There’s a persistent idea in some circles that a practice known as “ear candling” is a good way to reduce your earwax. What is ear candling, and does it work?
Do Earwax Candles Work?
Spoiler alert: No. No, they don’t.
Why then, does this piece of pseudo-science keep finding its way into the minds of otherwise rational human beings? It’s difficult to say with much precision. But the more you discover about earwax candling, particularly the risks involved, the more likely you can draw an informed choice (even if the sensible choice is pretty clear).
Earwax Candling, What is it?
So here’s the basic setup: Perhaps you’re not certain how to eradicate all your accumulated earwax. You’ve read that it’s dangerous to use cotton swabs to clear your earwax out. So you begin searching for a substitute and come across this approach known as earwax candling.
Earwax candling supposedly works as follows: By jamming a candle in your ear (wick side out), you create a pressure differential. The wax in your ear, then, is pulled outward, towards the freedom of the open world. In theory, the pressure differential is enough to break up that may be log-jamming in your ear. But this dangerous technique is not a good method of cleaning your ears.
Why Isn’t Ear Candling Effective
This practice has several problems, like the fact that the physics simply don’t work. You would need a considerable amount of pressure to move earwax around and a candle is not capable of generating that amount of pressure. Second, generating that type of pressure difference would require some kind of seal, which doesn’t occur during candling.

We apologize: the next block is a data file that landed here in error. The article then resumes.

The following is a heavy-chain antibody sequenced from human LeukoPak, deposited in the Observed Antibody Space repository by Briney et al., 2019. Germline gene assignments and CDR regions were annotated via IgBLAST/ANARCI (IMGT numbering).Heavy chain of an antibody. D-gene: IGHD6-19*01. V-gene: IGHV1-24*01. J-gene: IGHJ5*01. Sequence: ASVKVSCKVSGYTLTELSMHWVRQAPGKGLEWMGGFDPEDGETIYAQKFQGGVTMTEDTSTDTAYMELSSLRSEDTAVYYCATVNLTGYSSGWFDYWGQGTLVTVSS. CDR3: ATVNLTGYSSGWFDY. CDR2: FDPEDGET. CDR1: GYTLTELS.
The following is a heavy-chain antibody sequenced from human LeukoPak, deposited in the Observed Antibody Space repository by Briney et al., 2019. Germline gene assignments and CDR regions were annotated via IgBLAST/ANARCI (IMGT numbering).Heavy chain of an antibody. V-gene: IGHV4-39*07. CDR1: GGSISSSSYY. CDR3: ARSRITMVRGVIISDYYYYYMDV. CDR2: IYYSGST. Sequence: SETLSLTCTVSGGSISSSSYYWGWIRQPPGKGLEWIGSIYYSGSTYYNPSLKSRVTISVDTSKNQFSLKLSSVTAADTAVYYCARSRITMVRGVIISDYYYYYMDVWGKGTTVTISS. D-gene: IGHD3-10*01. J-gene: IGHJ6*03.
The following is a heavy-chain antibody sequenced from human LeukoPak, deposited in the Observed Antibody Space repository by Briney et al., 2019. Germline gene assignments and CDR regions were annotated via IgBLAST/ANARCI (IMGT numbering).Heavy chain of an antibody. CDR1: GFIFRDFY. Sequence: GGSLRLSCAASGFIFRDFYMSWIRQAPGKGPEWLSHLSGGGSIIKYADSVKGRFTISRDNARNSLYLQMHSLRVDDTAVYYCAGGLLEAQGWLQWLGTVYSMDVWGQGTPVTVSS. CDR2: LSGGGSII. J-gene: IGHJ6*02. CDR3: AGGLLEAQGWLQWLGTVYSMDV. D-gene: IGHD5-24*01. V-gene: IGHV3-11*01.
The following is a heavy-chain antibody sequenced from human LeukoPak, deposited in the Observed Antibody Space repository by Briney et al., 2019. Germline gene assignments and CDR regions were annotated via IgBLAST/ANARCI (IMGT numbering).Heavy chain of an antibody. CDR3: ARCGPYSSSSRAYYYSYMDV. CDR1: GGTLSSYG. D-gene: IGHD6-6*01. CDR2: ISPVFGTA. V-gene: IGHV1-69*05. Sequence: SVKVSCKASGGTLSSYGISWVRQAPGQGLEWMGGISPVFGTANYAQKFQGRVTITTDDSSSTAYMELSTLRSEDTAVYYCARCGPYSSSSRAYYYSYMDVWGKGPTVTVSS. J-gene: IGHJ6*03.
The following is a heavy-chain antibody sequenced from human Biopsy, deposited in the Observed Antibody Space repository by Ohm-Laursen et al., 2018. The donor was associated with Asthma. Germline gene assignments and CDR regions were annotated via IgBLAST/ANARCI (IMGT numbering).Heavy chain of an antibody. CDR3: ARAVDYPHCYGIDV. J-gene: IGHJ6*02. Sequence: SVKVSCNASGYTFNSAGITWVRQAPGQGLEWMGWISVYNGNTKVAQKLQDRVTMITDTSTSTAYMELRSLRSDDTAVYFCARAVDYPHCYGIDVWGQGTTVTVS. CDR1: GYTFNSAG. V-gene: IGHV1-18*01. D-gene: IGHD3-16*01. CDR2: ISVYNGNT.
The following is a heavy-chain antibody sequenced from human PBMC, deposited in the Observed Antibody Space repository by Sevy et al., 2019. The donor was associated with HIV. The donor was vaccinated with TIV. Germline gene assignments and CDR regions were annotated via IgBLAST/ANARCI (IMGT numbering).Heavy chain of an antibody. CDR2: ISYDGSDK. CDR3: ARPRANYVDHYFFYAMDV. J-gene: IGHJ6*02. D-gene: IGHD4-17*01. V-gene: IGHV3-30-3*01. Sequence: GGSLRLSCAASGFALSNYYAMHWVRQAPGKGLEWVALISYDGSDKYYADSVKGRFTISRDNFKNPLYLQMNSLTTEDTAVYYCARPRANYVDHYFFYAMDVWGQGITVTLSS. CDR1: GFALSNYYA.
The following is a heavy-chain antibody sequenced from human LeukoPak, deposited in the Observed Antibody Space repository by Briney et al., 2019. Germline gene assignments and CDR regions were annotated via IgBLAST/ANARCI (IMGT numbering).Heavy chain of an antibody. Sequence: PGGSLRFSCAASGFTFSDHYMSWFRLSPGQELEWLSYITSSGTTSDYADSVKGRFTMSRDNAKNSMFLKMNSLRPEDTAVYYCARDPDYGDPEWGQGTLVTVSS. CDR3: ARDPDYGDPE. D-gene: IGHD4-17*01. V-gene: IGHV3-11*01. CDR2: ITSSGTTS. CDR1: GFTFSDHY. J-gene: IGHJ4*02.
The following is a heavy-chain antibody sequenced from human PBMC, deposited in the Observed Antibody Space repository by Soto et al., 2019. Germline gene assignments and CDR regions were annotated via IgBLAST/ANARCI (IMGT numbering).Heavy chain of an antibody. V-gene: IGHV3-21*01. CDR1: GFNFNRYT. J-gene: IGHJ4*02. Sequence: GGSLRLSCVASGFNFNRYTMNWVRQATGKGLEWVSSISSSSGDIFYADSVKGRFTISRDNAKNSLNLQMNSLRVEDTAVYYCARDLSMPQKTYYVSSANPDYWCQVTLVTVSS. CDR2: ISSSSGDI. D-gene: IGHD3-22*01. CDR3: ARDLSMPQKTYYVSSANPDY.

Now, there are supposedly special candles used in this “procedure”. All of the wax that was in your ear can be located in the hollow part of the candle which can be broken up when you’re finished with your 15 minutes of ear candling. But the problem is you can find this same detritus in new unburned candles too. So this “validation” is really nonsense.
Earwax candling hasn’t been proven by science to have any benefit whatsoever.
So we Know Ear Candling Doesn’t Work But Dangerous is it?
What’s the harm in giving it a shot, right? Well, you’re looking for trouble anytime you get a hot candle around your ears. You might be ok if you try earwax candling. Plenty of people do. But that doesn’t mean there aren’t hazards involved, and it definitely doesn’t imply that ear candling is safe.
The negative effects of ear candling can include:
- Once the wax cools it can block up your ear canal. This can cause you to temporarily lose your hearing or, in the most extreme cases, call for surgery.
- You could cause significant harm when you play around with an open flame and possibly even put your life in danger. Seriously, you may burn your house down. Getting rid of a bit of earwax isn’t worth that kind of risk and danger.
- Severe burns inside ear. Serious hearing issues and burns can be the outcome of getting hot wax inside of your ear. This could permanently damage your hearing in the most serious cases.
You Don’t Require a Candle to Clean Your Ears
In most situations you will never even have to be concerned about cleaning earwax out. That’s because the human ear is basically a self cleaning system. However, there are certain people who will have unusually heavy earwax production or accumulation to contend with.
If you do need to clean out your ears because of excessive wax, there are scientifically-proven (and reliable) ways to do that safely. You could use a fluid wash, for example. Another alternative would be to consult a hearing care professional for an earwax cleaning.
Cotton swabs are definitely not the way to go. And open flames are not good either. Earwax candling isn’t effective, and it can create risks that will put your comfort and your hearing in considerable peril. So perhaps it’s time to put away those special candles